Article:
Canonization of Confucius

The imperial court promoted Confucianism by posthumously ennobling Kongzi, first as duke and later as king. In addition to elevating the figure of Kongzi to ever greater status, emperors also conferred hereditary titles of nobility upon his descendants, initially as marquises, and by Song times as dukes; a position Kongzi's descendants held until the 1940s. Critical to this careful attention to the person of Kongzi as the embodiment of the literati tradition was the state cult, which centered upon offering sacrifices to Kongzi's spirit in the Kong temple.

An altar with offerings for sacrifice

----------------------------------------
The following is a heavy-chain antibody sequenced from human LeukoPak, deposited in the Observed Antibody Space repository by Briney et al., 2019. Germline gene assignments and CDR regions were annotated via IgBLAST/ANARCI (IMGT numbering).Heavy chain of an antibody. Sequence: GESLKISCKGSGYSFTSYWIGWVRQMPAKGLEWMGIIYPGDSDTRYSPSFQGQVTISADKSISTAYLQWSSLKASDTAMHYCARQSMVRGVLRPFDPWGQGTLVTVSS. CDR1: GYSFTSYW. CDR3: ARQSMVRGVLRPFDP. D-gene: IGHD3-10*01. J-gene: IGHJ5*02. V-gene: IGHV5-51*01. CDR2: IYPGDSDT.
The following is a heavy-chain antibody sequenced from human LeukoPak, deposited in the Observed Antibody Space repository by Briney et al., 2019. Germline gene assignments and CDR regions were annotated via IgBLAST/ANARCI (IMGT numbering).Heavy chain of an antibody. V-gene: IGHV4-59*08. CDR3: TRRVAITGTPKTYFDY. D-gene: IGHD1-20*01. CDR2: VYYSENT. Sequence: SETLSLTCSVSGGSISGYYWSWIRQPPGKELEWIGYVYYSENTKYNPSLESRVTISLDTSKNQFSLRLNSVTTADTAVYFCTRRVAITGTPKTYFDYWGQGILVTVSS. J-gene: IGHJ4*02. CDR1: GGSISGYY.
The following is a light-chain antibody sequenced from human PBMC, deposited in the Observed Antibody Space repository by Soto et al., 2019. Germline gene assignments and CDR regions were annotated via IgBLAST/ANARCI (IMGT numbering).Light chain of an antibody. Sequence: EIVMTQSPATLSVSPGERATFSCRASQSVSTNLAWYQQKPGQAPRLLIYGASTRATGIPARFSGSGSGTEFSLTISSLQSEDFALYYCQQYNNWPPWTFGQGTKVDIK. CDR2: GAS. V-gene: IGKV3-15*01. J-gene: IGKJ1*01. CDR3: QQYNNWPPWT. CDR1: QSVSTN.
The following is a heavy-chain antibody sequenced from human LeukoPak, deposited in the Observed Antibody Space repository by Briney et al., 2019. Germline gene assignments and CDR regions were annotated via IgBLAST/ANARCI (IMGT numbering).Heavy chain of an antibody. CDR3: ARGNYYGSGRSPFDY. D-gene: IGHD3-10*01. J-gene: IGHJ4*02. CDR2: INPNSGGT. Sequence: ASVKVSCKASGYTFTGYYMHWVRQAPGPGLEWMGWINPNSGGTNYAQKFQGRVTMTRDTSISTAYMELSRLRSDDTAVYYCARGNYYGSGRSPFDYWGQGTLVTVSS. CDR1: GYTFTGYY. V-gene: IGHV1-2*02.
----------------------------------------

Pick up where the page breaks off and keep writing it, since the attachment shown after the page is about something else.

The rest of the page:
The sacrifices to the spirit of Kongzi was part of a larger system of cult sacrifices to other gods and spirits. This pantheon was headed by Heaven, to which only the emperor offered sacrifices at an altar in the southern suburbs of the imperial city, followed by Earth, which received sacrifices at an altar in the northern suburbs.

An important event in the canonizing process occurred in 195 B.C., when the founding emperor of the Han dynasty, Han Gaozu (r. 206-195 B.C.), offered a Great Sacrifice to the spirit of Confucius at his tomb in Qufu. As early as 241, sacrfices to the spirits of Kongzi and his most prominent disciple, Yan Hui, were offered in the Imperial University (Biyong). The picture on the left shows the Imperial University in Beijing.

Posthumous Titles Conferred to Kongzi